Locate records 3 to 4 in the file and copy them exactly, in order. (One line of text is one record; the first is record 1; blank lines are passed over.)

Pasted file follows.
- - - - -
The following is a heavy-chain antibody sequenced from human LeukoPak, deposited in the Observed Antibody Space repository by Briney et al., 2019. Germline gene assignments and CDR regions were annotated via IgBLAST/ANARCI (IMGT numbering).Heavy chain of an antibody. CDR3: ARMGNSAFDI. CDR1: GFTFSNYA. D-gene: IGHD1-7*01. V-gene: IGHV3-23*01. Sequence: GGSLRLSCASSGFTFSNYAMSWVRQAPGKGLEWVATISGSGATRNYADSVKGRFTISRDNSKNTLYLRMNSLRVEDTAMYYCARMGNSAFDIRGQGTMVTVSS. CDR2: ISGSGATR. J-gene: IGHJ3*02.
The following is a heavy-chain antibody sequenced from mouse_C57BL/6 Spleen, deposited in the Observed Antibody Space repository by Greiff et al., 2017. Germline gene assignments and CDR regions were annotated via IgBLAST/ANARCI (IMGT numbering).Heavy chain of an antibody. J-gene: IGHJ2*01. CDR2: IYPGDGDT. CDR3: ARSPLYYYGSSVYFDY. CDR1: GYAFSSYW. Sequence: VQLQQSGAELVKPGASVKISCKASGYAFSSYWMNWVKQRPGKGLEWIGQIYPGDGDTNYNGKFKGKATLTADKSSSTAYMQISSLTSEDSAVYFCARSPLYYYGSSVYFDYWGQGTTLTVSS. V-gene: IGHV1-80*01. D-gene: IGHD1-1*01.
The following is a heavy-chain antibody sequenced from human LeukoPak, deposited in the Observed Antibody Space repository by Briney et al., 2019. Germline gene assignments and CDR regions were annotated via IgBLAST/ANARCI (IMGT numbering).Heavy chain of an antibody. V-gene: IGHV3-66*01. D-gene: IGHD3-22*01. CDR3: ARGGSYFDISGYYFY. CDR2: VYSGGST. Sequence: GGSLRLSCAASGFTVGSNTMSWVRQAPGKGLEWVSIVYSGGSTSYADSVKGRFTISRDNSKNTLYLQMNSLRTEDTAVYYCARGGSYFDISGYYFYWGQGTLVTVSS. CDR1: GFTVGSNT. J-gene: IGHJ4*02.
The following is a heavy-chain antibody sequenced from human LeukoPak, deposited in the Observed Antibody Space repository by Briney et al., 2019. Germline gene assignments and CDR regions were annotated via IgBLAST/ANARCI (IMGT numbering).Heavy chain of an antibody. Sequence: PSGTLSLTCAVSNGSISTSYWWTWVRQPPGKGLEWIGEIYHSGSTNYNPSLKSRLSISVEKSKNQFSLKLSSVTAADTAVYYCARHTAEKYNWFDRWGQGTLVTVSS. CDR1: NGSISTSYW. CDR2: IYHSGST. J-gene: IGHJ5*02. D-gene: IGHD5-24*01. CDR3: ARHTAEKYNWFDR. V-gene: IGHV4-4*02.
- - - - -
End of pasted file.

The following is a heavy-chain antibody sequenced from human LeukoPak, deposited in the Observed Antibody Space repository by Briney et al., 2019. Germline gene assignments and CDR regions were annotated via IgBLAST/ANARCI (IMGT numbering).Heavy chain of an antibody. V-gene: IGHV3-66*01. D-gene: IGHD3-22*01. CDR3: ARGGSYFDISGYYFY. CDR2: VYSGGST. Sequence: GGSLRLSCAASGFTVGSNTMSWVRQAPGKGLEWVSIVYSGGSTSYADSVKGRFTISRDNSKNTLYLQMNSLRTEDTAVYYCARGGSYFDISGYYFYWGQGTLVTVSS. CDR1: GFTVGSNT. J-gene: IGHJ4*02.
The following is a heavy-chain antibody sequenced from human LeukoPak, deposited in the Observed Antibody Space repository by Briney et al., 2019. Germline gene assignments and CDR regions were annotated via IgBLAST/ANARCI (IMGT numbering).Heavy chain of an antibody. Sequence: PSGTLSLTCAVSNGSISTSYWWTWVRQPPGKGLEWIGEIYHSGSTNYNPSLKSRLSISVEKSKNQFSLKLSSVTAADTAVYYCARHTAEKYNWFDRWGQGTLVTVSS. CDR1: NGSISTSYW. CDR2: IYHSGST. J-gene: IGHJ5*02. D-gene: IGHD5-24*01. CDR3: ARHTAEKYNWFDR. V-gene: IGHV4-4*02.